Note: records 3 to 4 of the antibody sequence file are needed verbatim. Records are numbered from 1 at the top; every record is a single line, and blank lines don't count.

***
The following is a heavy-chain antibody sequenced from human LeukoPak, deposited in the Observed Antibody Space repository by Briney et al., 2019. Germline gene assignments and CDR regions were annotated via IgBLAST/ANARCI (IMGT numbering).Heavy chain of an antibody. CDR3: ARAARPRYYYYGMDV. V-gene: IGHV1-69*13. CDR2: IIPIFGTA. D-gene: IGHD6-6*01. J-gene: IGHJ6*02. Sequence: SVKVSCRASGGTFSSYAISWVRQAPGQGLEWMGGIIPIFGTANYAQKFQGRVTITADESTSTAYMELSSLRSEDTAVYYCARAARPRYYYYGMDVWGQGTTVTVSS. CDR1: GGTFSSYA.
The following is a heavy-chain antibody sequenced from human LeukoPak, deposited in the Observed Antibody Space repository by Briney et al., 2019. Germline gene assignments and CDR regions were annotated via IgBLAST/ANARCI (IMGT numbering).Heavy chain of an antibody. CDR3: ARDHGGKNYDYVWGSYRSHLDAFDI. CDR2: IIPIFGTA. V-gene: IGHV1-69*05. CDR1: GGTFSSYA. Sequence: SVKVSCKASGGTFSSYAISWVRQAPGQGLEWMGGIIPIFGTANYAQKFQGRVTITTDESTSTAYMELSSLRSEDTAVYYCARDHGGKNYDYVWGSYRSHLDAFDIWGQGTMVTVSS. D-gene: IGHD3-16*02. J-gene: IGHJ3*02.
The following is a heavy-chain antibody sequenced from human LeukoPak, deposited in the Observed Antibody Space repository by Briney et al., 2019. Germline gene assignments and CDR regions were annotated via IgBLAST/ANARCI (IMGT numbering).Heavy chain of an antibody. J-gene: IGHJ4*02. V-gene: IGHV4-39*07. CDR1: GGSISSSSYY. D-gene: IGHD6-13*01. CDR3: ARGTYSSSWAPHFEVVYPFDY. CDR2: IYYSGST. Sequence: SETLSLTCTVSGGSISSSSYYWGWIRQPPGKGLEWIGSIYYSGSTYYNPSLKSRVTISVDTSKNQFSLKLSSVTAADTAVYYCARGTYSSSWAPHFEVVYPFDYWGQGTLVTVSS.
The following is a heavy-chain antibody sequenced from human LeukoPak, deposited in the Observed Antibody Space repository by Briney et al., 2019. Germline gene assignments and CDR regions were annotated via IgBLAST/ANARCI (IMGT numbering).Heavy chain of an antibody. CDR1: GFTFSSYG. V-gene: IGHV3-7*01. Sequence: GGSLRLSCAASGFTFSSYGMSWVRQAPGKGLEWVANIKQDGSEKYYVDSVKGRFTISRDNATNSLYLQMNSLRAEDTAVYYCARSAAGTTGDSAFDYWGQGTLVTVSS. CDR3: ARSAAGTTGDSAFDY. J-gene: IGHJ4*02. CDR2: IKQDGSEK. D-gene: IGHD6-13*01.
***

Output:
The following is a heavy-chain antibody sequenced from human LeukoPak, deposited in the Observed Antibody Space repository by Briney et al., 2019. Germline gene assignments and CDR regions were annotated via IgBLAST/ANARCI (IMGT numbering).Heavy chain of an antibody. J-gene: IGHJ4*02. V-gene: IGHV4-39*07. CDR1: GGSISSSSYY. D-gene: IGHD6-13*01. CDR3: ARGTYSSSWAPHFEVVYPFDY. CDR2: IYYSGST. Sequence: SETLSLTCTVSGGSISSSSYYWGWIRQPPGKGLEWIGSIYYSGSTYYNPSLKSRVTISVDTSKNQFSLKLSSVTAADTAVYYCARGTYSSSWAPHFEVVYPFDYWGQGTLVTVSS.
The following is a heavy-chain antibody sequenced from human LeukoPak, deposited in the Observed Antibody Space repository by Briney et al., 2019. Germline gene assignments and CDR regions were annotated via IgBLAST/ANARCI (IMGT numbering).Heavy chain of an antibody. CDR1: GFTFSSYG. V-gene: IGHV3-7*01. Sequence: GGSLRLSCAASGFTFSSYGMSWVRQAPGKGLEWVANIKQDGSEKYYVDSVKGRFTISRDNATNSLYLQMNSLRAEDTAVYYCARSAAGTTGDSAFDYWGQGTLVTVSS. CDR3: ARSAAGTTGDSAFDY. J-gene: IGHJ4*02. CDR2: IKQDGSEK. D-gene: IGHD6-13*01.